PaaS provider Apprenda is expanding its range of cloud services by adding full support of Google’s Kubernetes, which can be used to orchestrate large Docker-based workloads.
The company has also vowed to dedicate some of its programmers to help out the open-source Kubernetes effort.
“After looking at Docker Swarm and Cloud Foundry, we found that Kubernetes is the best platform out there for cloud-native applications,” said Sinclair Schuller, CEO, and co-founder of Apprenda.
Apprenda’s current cluster management stack and operational suite will be extended through the addition of Kubernetes. This approach will allow current users of Apprenda’s services for running .Net and enterprise Java applications to also enjoy the use of Kubernetes. The introduction of Kubernetes, which will roll out in the months to come, will not disrupt any current services.
Perhaps more importantly, the new offering will also allow Apprenda’s customers to build new cloud-native applications, using containers and a microservices architecture.
Apprenda customers “get the benefit of having a cloud platform for their existing apps as well as their cloud-native applications all under one hood,” Schuller said. “They’re not running two or three strategies at once. They’re not saying, ‘Well, here’s how we’re going to think about the world when it comes to existing apps and then here’s how we’re going to think about it for net new.’”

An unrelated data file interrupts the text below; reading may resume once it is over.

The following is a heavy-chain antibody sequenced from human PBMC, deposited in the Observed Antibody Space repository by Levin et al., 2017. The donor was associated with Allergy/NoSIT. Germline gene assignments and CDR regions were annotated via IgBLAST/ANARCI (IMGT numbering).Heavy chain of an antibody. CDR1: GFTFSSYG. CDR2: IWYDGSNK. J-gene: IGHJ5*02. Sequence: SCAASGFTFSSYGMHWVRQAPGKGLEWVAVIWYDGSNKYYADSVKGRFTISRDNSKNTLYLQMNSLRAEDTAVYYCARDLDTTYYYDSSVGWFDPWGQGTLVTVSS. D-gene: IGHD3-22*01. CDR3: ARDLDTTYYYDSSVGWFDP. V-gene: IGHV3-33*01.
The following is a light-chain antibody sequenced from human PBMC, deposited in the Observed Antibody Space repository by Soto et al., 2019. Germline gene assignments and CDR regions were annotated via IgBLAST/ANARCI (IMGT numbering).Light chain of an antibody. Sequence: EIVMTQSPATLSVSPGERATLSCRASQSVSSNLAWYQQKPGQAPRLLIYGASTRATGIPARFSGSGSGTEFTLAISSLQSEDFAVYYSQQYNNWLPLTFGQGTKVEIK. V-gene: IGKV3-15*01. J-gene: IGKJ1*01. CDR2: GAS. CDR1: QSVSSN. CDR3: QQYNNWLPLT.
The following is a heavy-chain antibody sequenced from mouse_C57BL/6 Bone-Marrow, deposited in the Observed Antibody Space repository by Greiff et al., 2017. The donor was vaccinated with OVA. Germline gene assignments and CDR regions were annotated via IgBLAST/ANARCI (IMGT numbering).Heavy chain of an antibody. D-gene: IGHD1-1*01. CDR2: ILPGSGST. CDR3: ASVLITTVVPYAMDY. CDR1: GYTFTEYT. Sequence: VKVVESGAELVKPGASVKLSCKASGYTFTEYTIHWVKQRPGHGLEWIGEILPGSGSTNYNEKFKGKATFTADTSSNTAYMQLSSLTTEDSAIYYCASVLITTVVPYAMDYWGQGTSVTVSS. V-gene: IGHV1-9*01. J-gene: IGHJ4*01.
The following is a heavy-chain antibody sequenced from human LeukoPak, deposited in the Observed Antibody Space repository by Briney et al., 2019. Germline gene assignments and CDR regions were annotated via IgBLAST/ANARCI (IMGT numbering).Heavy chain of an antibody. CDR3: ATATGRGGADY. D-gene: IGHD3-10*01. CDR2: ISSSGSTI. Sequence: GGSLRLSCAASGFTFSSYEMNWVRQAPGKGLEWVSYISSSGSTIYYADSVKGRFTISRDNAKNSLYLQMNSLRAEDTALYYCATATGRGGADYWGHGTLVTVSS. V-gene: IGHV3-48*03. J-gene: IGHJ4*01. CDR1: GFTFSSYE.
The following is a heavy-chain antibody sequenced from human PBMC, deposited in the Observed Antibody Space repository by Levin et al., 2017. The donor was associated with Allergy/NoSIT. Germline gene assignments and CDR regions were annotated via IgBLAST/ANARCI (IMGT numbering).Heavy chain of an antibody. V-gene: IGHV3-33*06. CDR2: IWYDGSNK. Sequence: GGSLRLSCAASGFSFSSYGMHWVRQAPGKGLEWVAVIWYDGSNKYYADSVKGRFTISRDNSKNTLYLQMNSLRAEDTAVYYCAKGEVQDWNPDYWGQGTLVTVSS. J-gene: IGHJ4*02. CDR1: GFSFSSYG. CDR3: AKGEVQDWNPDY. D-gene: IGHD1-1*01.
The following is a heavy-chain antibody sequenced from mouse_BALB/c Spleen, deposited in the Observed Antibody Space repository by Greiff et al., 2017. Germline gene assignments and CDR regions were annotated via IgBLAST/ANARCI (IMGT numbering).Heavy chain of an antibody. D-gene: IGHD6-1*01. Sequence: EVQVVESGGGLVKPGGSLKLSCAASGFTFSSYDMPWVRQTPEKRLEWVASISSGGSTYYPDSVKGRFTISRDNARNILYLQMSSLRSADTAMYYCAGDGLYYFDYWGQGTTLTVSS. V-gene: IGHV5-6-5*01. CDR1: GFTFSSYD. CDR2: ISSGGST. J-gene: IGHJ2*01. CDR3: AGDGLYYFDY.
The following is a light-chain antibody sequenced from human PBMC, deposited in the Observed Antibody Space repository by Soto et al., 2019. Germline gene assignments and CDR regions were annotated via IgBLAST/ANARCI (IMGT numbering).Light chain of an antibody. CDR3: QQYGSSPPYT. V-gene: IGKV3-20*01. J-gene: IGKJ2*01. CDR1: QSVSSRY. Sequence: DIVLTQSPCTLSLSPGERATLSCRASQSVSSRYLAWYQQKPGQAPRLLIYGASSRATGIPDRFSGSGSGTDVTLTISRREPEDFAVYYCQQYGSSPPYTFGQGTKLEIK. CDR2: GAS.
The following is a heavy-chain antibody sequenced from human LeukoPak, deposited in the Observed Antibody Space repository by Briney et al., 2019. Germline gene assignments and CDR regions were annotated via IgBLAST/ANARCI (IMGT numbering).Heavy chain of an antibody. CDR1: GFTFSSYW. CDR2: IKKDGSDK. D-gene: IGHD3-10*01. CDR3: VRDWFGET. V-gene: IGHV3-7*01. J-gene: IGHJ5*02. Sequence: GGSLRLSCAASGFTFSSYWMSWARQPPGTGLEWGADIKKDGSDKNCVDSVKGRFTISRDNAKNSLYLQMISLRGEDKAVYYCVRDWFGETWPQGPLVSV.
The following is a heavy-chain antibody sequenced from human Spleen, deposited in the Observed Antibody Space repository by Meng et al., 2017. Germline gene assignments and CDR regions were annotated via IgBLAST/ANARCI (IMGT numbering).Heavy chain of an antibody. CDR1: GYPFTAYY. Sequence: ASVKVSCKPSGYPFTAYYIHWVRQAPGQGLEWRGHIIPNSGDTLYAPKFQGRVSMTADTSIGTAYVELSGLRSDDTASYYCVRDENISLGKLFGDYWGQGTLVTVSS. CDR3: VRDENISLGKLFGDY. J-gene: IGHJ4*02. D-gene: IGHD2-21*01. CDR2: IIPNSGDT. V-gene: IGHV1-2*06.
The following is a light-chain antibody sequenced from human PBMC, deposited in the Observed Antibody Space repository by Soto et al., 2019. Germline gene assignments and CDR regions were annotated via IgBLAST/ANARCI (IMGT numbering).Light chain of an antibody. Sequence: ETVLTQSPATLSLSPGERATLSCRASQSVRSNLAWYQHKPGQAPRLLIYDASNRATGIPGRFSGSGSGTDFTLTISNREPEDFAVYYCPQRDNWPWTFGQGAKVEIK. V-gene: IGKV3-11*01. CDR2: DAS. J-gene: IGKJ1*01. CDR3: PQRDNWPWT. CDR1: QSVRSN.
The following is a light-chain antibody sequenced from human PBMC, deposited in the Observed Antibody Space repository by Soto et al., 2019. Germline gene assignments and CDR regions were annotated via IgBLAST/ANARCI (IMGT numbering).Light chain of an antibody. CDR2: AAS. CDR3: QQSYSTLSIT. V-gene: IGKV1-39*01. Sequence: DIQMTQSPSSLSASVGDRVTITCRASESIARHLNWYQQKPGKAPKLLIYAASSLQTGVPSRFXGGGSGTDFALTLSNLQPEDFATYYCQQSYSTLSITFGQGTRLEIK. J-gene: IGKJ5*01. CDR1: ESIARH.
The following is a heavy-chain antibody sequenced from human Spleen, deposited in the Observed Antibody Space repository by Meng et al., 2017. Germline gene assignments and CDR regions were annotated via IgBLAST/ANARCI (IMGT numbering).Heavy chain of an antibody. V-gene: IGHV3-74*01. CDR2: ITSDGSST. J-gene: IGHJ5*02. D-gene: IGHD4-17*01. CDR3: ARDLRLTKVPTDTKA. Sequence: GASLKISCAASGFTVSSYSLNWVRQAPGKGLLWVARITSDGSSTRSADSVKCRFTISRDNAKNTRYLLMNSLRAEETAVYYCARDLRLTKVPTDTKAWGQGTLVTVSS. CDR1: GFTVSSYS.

“By bringing full support for Kubernetes into their platform, Apprenda is protecting existing enterprise investments while providing a clear path and a consistent vision for the next generation of container applications moving into production,” agreed Fintan Ryan, RedMonk industry analyst at RedMonk, in a statement.
The company offered a number of reasons for choosing Kubernetes as its container orchestration engine. One is the expertise of Google, which developed Kubernetes as an open source version of its internal “Borg” scheduler. “If you look at the world of technology, one of the things you ask yourself is who is the best company at cloud-scale architectures and computer management and orchestration,” Schuller said.
A recent survey from the New Stack found that 72 percent of Kubernetes is done by Google itself, with another 15 percent coming from Red Hat. Schuller has spoken out about the dangers of single companies dominating an open source project, so the additional input from Apprenda will certainly help give Kubernetes a more diverse contributor base.
Apprenda also feels comfortable with the open source model of Kubernetes. While Google has done the majority of work to date on Kubernetes, the company has no plans to make money from the software, Schuller pointed out. This makes Google a more benevolent benefactor compared, with say, Docker, which wants to generate revenue directly from its open source Docker containers, through the use of enterprise editions and subscription support.
Kubernetes also is agnostic as to what kind of containers it can work with, supporting not only Docker but other containers as well. The Google Cloud Platform offers its own automated container management services, which is based on Kubernetes.
Schuller will be talking more about Apprenda’s work with Kubernetes next week at the Kubecon Europe, to be held next week in London.